The Rev. Al Sharpton said the DOJ officials stressed to them that "the case is still active and being seriously investigated." The family is "absolutely" still seeking a criminal conviction in Garner's death, he said, but they were not given an indication on when a resolution would be made.

Department of Justice spokesman Devin O'Malley issued a short statement regarding the meeting.

"As is common with an ongoing investigation, agents and prosecutors from the Department of Justice are meeting with the family of Eric Garner today," he said. "There are no new major announcements regarding the matter."

In 2014, a grand jury on Staten Island decided not to indict Pantaleo in connection with Garner's death, meaning the only potential criminal charges against Pantaleo would come from the pending federal investigation.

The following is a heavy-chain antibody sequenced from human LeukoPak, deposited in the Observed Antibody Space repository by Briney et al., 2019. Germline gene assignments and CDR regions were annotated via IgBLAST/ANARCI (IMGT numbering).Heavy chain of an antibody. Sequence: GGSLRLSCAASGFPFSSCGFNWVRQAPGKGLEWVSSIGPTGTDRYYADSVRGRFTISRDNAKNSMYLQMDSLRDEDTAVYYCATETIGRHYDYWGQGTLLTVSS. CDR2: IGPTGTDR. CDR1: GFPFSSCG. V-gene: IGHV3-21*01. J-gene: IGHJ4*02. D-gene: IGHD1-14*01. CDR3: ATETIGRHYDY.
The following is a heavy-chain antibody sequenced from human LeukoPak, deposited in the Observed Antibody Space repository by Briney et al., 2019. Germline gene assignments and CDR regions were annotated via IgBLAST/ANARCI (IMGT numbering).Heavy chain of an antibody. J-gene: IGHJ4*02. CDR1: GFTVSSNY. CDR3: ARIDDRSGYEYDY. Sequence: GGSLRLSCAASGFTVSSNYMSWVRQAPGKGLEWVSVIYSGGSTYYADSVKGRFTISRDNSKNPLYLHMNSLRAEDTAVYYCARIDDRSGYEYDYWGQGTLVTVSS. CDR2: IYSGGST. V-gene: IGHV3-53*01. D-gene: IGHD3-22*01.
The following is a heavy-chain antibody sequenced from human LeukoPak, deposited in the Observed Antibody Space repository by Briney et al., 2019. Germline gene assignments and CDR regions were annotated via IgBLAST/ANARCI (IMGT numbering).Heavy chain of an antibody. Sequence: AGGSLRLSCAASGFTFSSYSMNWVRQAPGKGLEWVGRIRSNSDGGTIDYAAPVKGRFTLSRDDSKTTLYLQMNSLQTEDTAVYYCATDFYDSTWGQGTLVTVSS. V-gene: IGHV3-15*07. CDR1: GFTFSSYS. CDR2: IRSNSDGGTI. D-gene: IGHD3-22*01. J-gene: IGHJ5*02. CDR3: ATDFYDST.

In order to convict in the federal civil rights case, prosecutors will need to prove that the officers willfully violated Garner's constitutional rights.

Sources close to the investigation have told ABC News that federal prosecutors believe it is tough to prove an obvious violation of Garner's civil rights, even though he died in custody. Instead, they believe that Pantaleo could have been indicted on a manslaughter or reckless endangerment charge if he had been tried on state charges.

Pantaleo was suspended from the police force following the incident. The NYPD will not decide whether Pantaleo should remain on the force until the federal criminal inquiry is complete.

The NYPD did not immediately respond to ABC News' request for comment.

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3drenderings/iStock/Thinkstock(NEW YORK) -- Attorneys at a pre-trial hearing Wednesday for Army Sgt. Bowe Bergdahl discussed a questionnaire that could be given to potential jurors to determine whether they have been influenced by President Donald Trump's past critical remarks about the former prisoner of war.